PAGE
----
Common law wife collects benefits based on probate court's finding
Hyde v. Cotton, No. 108367 (Okla. 04/19/11).
Ruling: The Oklahoma Supreme Court held that the common law wife of a deceased oilfield hand was entitled to death benefits.
What it means:
In Oklahoma, if a probate court finds that a deceased worker was in a common law marriage, the common law wife is entitled to workers' compensation benefits.
Summary: An oilfield hand was seriously injured when the oil well where he was working blew up. The hand died later that day. The employer admitted that the hand died while in the course of employment. The hand's mother filed a claim for death benefits. The hand's alleged common law wife also filed for benefits. Subsequently, the probate court determined that the hand was in a common law marriage and that the common law wife was his surviving spouse. The mother did not appeal the probate court's ruling. The Oklahoma Supreme Court held that the common law wife was entitled to death benefits.
The employer argued that the probate court's judgment was not applicable because it was not a part of the probate proceedings. The court disagreed. The court found that the employer and mother had the same interest in regard to the common law wife's status as a surviving spouse. The court explained that the workers' compensation court was bound by the probate court because the issue was decided there first. The wife met the definition of a surviving spouse under the workers' compensation law.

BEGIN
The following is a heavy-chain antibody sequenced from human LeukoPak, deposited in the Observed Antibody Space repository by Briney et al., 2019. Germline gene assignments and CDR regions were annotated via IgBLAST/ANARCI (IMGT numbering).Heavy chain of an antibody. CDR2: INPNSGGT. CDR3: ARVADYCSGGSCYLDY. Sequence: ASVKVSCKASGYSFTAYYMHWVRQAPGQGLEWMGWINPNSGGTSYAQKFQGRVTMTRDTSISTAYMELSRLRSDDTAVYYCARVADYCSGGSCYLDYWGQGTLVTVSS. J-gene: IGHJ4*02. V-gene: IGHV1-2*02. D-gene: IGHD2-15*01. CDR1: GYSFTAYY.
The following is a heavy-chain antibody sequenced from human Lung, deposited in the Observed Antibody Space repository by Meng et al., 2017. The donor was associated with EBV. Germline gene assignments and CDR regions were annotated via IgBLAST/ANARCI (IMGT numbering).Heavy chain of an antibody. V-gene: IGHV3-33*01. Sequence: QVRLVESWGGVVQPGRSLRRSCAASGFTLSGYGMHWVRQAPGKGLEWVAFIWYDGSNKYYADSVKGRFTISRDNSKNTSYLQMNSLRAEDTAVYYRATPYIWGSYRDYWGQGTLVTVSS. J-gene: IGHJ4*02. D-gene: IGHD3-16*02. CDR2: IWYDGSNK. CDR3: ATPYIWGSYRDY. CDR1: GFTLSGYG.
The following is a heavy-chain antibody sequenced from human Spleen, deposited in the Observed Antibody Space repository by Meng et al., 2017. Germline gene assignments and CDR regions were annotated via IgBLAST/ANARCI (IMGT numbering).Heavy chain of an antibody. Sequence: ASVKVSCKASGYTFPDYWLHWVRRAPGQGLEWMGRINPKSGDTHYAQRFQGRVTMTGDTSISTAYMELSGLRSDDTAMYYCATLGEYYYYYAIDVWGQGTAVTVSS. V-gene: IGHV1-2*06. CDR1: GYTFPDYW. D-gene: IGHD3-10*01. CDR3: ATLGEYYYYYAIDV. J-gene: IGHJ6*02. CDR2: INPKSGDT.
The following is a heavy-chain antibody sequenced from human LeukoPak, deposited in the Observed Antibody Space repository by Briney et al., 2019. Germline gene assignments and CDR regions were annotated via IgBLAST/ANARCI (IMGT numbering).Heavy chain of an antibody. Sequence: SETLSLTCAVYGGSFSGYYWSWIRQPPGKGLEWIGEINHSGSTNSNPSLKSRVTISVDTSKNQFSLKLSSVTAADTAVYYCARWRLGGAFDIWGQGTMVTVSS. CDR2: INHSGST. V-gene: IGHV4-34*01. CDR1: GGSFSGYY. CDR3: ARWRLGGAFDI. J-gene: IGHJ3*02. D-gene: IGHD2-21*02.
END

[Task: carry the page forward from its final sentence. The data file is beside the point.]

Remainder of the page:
The court also explained that summary judgment is not available in workers' compensation proceedings.
Two dissenting judges opined that the mother and employer did not have the same interest regarding the common law wife's status in the probate case. Also, the judges said a surviving spouse was different from a common law wife.
Read more at the WorkersComp Forum homepage.
June 6, 2011
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